As the U.K. and Commonwealth countries mark their respects, the Duke and Duchess of Sussex head out in California to lay a wreath for those killed in the line of duty.
Having served as Captain Wales in the British Army for 10 years and dedicated much of his humanitarian efforts to the military community, Prince Harry has always taken every opportunity to pay his respects to those who have lost their lives in the line of duty. And while he may now be living in Los Angeles, the Duke of Sussex’s devotion to the veteran community on Remembrance Day continues to be as strong as ever.
Joined by wife Duchess Meghan, Harry paid a quiet visit to the Los Angeles National Cemetery on Remembrance Sunday, November 8, to pay tribute to those who have sacrificed themselves to secure and protect the freedom of others.
In a series of touching images shared by the couple, both Harry and Meghan can be seen wearing commemorative poppies on their lapels as they carefully laid bouquets of flowers that the duchess had picked from their Montecito garden at the resting places of two Commonwealth soldiers—a man who had served in the Royal Australian Air Force and one from the Royal Canadian Artillery.
The couple, who only took their masks off when they were alone, also carefully placed a wreath at an obelisk in the cemetery that features a plaque that’s inscribed, “In Memory of the Men Who Offered Their Lives in Defense of Their Country.” Harry—who wore his 2002 Queen’s Golden Jubilee medal, 2008 Afghanistan Operational Service medal, and 2012 Queen’s Diamond Jubilee medal—wrote a message with the wreath that read, “To all of those who have served, and are serving. Thank you.”
A source close to the Sussexes tells BAZAAR, “It was important to the duke and duchess to be able to personally recognise Remembrance in their own way, to pay tribute to those who have served and to those who gave their lives.” Poignantly, the cemetery the couple chose to visit is opposite the Veterans Affairs Greater Los Angeles Health Care System building, which was used by Meghan’s grandfather, Alvin Ragland, after he served in the U.S. Coast Guard.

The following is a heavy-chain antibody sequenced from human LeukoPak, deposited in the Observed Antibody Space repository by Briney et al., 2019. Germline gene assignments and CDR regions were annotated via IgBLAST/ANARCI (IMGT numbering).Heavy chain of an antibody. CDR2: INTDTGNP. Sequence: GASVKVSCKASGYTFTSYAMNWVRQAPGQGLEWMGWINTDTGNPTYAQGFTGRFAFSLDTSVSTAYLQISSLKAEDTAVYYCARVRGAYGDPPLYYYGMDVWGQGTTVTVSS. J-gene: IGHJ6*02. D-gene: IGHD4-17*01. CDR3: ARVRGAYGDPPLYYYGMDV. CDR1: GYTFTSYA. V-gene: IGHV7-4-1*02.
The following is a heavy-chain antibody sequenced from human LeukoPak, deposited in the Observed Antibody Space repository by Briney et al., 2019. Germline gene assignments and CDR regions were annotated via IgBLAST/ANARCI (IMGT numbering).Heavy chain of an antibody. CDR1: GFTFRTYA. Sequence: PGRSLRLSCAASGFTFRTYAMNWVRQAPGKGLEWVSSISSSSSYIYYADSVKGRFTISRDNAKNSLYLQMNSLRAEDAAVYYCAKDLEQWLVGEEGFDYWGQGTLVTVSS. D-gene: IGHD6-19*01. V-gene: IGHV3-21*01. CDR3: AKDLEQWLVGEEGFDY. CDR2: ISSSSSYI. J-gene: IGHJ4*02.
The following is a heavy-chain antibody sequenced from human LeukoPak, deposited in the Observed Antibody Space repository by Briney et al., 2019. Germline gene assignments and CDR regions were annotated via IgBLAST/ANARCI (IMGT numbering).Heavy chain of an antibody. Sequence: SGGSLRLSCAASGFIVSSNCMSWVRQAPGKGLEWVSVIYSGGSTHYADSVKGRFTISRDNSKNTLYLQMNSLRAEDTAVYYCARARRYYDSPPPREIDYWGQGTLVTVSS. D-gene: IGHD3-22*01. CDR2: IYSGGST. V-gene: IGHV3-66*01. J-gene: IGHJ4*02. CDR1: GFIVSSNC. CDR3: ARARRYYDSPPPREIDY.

It was reported by the Times of London that Prince Harry had requested a wreath to be laid in his name at London’s Cenotaph war memorial during Sunday’s socially distanced ceremony, which was attended by the queen, Prince Charles, Prince William, and British Prime Minister Boris Johnson, among others. But despite it being the duke’s first year of absence (due to COVID-19 travel restrictions and no longer being a working member of the royal family), a source close to the duke confirms to BAZAAR that his touching plea was denied by Buckingham Palace officials.
The decision to turn down Harry’s request has infuriated many across the veteran community worldwide. Close friend and former British Special Forces Soldier Dean Stott, who is now based in California, tweeted, “Prince Harry served his country in combat. Since leaving the military he has gone above and beyond for the veteran community and continues to do so. If anyone has earned the right to lay a wreath at the cenotaph, then it is him.”
Harry spoke of the importance of Remembrance Day in a special episode of military podcast Declassified, which was released earlier today. “Remembrance Day for me is a moment for respect and for hope,” he said. “Respect for those who came before us and hope for a safer world. The act of remembering, of remembrance, is a profound act of honour. It’s how we preserve the legacies of entire generations and show our gratitude for the sacrifices they made in order for us to be able to live the lives we live today.”